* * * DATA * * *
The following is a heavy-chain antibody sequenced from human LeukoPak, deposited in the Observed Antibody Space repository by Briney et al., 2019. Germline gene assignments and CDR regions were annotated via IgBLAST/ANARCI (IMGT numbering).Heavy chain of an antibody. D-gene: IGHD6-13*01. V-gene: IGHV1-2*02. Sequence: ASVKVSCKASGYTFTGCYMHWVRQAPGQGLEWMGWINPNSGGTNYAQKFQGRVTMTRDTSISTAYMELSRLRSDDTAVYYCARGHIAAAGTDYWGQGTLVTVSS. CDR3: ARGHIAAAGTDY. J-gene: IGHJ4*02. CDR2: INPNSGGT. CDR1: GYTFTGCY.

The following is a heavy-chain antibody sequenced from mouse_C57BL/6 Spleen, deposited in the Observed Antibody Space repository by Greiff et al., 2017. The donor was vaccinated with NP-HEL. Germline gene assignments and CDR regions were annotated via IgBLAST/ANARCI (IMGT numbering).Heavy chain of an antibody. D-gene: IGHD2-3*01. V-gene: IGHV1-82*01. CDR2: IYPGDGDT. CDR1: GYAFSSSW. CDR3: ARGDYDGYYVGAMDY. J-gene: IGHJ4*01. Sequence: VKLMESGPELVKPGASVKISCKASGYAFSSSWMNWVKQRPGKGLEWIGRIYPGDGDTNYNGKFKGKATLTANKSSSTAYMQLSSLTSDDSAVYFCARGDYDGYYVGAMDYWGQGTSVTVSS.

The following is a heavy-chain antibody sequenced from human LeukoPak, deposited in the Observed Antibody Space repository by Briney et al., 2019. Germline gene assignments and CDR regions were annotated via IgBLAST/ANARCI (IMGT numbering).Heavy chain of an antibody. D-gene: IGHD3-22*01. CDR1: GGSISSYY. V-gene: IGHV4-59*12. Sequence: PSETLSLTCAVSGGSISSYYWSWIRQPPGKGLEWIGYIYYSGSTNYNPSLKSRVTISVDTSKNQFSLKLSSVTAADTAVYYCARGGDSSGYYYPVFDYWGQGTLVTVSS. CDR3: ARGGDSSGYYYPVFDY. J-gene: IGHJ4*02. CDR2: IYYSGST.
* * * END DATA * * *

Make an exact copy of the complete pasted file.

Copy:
The following is a heavy-chain antibody sequenced from human LeukoPak, deposited in the Observed Antibody Space repository by Briney et al., 2019. Germline gene assignments and CDR regions were annotated via IgBLAST/ANARCI (IMGT numbering).Heavy chain of an antibody. D-gene: IGHD6-13*01. V-gene: IGHV1-2*02. Sequence: ASVKVSCKASGYTFTGCYMHWVRQAPGQGLEWMGWINPNSGGTNYAQKFQGRVTMTRDTSISTAYMELSRLRSDDTAVYYCARGHIAAAGTDYWGQGTLVTVSS. CDR3: ARGHIAAAGTDY. J-gene: IGHJ4*02. CDR2: INPNSGGT. CDR1: GYTFTGCY.

The following is a heavy-chain antibody sequenced from mouse_C57BL/6 Spleen, deposited in the Observed Antibody Space repository by Greiff et al., 2017. The donor was vaccinated with NP-HEL. Germline gene assignments and CDR regions were annotated via IgBLAST/ANARCI (IMGT numbering).Heavy chain of an antibody. D-gene: IGHD2-3*01. V-gene: IGHV1-82*01. CDR2: IYPGDGDT. CDR1: GYAFSSSW. CDR3: ARGDYDGYYVGAMDY. J-gene: IGHJ4*01. Sequence: VKLMESGPELVKPGASVKISCKASGYAFSSSWMNWVKQRPGKGLEWIGRIYPGDGDTNYNGKFKGKATLTANKSSSTAYMQLSSLTSDDSAVYFCARGDYDGYYVGAMDYWGQGTSVTVSS.

The following is a heavy-chain antibody sequenced from human LeukoPak, deposited in the Observed Antibody Space repository by Briney et al., 2019. Germline gene assignments and CDR regions were annotated via IgBLAST/ANARCI (IMGT numbering).Heavy chain of an antibody. D-gene: IGHD3-22*01. CDR1: GGSISSYY. V-gene: IGHV4-59*12. Sequence: PSETLSLTCAVSGGSISSYYWSWIRQPPGKGLEWIGYIYYSGSTNYNPSLKSRVTISVDTSKNQFSLKLSSVTAADTAVYYCARGGDSSGYYYPVFDYWGQGTLVTVSS. CDR3: ARGGDSSGYYYPVFDY. J-gene: IGHJ4*02. CDR2: IYYSGST.